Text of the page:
Hiking the Grand Canyon

Hiking the Grand Canyon: Part I

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There are two paths to take down to the bottom of the Grand Canyon. The first is the shorter and steeper South Trail. The second time I hiked the Canyon this is the path we took down and then back up her weather-carved walls.

But that first time, my Dad, sister, Uncle, and cousins took a different path of descent. The Old North Trail winds over fourteen miles downward, encompassing a hike that started at the top in freezing thirty degree weather and ended hours later in another world of blazing heat and life-altering lessons.

I was eighteen when we took this first adventure, and the lessons began before I’d even caught sight of her burnt earthen colors that seemed to change with each minute that the earth’s rotation shifted the sun in the Southwestern sky.

We flew into Vegas and rented a camper, encountering our first slot machine in the airport hallways. That day was spent exploring sin city’s neon lighted palaces – gambling halls with a strict twenty one and over floor policy.

This policy didn’t deter my Dad from dragging my underage behind from slot machine to craps table to blackjack dealer on a tour to show me what the place was all about. I didn’t gamble, but simply listened to him ramble on about all the different entertainment options. Just when we were winding down our forbidden jaunt through one of the city’s finest establishments, security caught up with us.

The big buff and tough casino cop wasn’t buying my Dad’s laughing pleas to let us finish checking the place out. He chased us out into the lobby and told us in no uncertain terms to get lost. As my Dad continued to try to convince him, we laughed our way back out onto the street and continued on with the day’s adventures.

Day one of the hike, and we’d bundled in layers per the advice of the rangers at the top. Our backpacks were full of trail mix, our canteens filled with cold water, and our hiking boots laced up snug.

We began the slow and steady trek with warnings ringing in our ears to pace ourselves. As we descended, we saw a lone and humble white house on a brown-earthen plateau far below. We remembered the story told while exploring the North Canyon Rim the previous day:

Native Americans once roamed freely throughout this geographic wonder, but now just one family remained on private land that they had fought to keep. We were to respect their privacy.

In the moment that the single house came into view, a profound understanding took hold that bridged the gap between tourist story and stark reality.

As a somber and reflective mood overtook me, the ancient history that I was walking through began to seep into my bones. We walked on in silence for a little while, making sure to take sips from our canteens to stay hydrated. Soon we began to encounter parties of people making their way up on donkeys. On the canyon highways, these animals have the right of way, and we pressed ourselves against the cool rocks to allow them to pass.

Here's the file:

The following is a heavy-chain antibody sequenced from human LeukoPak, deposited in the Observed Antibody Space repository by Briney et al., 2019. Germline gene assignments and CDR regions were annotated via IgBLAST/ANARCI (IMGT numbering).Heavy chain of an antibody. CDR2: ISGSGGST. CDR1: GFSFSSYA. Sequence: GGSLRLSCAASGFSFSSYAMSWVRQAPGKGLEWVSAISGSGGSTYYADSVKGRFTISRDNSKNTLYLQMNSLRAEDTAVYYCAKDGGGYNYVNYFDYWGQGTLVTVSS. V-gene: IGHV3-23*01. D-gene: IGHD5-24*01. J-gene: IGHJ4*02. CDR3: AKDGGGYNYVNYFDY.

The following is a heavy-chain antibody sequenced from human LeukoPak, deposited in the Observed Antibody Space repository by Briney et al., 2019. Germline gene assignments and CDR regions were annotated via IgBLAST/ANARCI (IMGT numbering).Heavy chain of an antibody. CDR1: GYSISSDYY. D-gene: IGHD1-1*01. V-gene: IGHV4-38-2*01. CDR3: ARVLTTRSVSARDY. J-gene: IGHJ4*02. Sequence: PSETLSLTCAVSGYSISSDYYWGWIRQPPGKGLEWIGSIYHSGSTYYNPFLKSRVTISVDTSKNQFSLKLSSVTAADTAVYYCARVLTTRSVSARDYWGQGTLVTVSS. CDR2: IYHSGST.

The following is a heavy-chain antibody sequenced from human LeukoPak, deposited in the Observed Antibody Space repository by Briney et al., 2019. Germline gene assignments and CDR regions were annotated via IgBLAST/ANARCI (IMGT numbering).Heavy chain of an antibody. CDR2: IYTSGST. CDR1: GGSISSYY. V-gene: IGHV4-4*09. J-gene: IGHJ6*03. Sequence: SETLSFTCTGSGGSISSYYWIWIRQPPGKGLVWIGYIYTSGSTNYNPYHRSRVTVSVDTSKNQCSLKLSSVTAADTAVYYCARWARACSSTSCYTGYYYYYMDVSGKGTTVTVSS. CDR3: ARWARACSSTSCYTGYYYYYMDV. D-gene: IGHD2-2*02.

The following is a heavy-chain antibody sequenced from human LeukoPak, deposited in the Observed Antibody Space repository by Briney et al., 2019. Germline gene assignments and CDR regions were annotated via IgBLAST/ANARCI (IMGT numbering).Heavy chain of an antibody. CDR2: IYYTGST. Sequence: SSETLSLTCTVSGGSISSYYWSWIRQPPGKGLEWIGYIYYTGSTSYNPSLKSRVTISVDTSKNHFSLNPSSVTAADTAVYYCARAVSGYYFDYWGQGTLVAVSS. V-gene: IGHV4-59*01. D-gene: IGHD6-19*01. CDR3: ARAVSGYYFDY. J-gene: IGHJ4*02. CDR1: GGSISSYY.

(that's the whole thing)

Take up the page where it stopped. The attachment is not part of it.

When lunchtime came, we happily made our way into a picnic area setup by park officials and began unpacking our vittles. As most of my family went to heed the call of mother nature, I sat eating and enjoying the rest after hours of hiking. The other hikers were pleasantly talking, munching, and curiously eyeballing a couple of wild turkeys that were hanging out on the perimeter.

The peace was soon broken when one of the turkeys suddenly charged a man who was downing the last bites of his sandwich. The turkey’s friend took up the chase as well, and primal moans of sheer terror began rising up from the two grown men who were the turkeys’ main targets. They forgot the ranger’s strict warnings not to feed the wild animals. Survival instinct kicked in: trail mix, bread crusts, and even whole oranges were chucked into the common area to try to appease the angry birds.

Just as suddenly as it had begun, it was over. The turkeys began strutting away. As things calmed down, there was nervous laughter and a few beak-induced welts, but other than that everyone was fine. Still, we all decided it was best to finish our meals sooner rather than later, and get back onto the path that we had all come here to walk.

 

To be continued….

(you can read about the second part of the adventure here)

You can check out more stories about what travel has to teach in our latest book by a diverse team of writers:

Featured Image Courtesy of Derrick Palecek at FreeImages.com


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12 thoughts to “Hiking the Grand Canyon: Part I”

  1. Yes, he definitely had his moments of completely bucking the system, lol. It was even funnier to me at the time because up until then he’d presented himself to me to be pretty straight-laced – so I was loving his “breaking the rules” ‘tude! Thanks for the read Kristin:-)

  2. It’s a fantastic experience Sarah. You’ll want to contact the park a year ahead to get a pass to stay overnight at the bottom if you want to go that route. When we went, the 2 week window opened up in early Sept. to get a pass for the following year.

  3. I love that you were able to draw so many profound life lessons out of this trip so far, especially the part about how you may be walking a path that has seen injustice in the past. So important for tourists to think about when they visit a new place. Looking forward to reading Part 2!

  4. My first thought when I first came on here it was about the grand canyon. Then I started reading and whatl ovely thoughtful and profound writing. You have an unique perspective on life. xx

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